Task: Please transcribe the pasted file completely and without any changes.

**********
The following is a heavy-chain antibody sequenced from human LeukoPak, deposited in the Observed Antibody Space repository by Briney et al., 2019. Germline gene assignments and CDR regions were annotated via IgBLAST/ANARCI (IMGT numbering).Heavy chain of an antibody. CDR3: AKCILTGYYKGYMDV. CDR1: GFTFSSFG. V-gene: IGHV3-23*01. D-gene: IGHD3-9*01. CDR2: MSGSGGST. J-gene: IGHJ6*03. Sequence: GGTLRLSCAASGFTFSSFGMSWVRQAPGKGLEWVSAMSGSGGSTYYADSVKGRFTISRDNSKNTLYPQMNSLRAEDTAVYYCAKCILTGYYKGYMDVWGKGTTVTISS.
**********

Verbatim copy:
The following is a heavy-chain antibody sequenced from human LeukoPak, deposited in the Observed Antibody Space repository by Briney et al., 2019. Germline gene assignments and CDR regions were annotated via IgBLAST/ANARCI (IMGT numbering).Heavy chain of an antibody. CDR3: AKCILTGYYKGYMDV. CDR1: GFTFSSFG. V-gene: IGHV3-23*01. D-gene: IGHD3-9*01. CDR2: MSGSGGST. J-gene: IGHJ6*03. Sequence: GGTLRLSCAASGFTFSSFGMSWVRQAPGKGLEWVSAMSGSGGSTYYADSVKGRFTISRDNSKNTLYPQMNSLRAEDTAVYYCAKCILTGYYKGYMDVWGKGTTVTISS.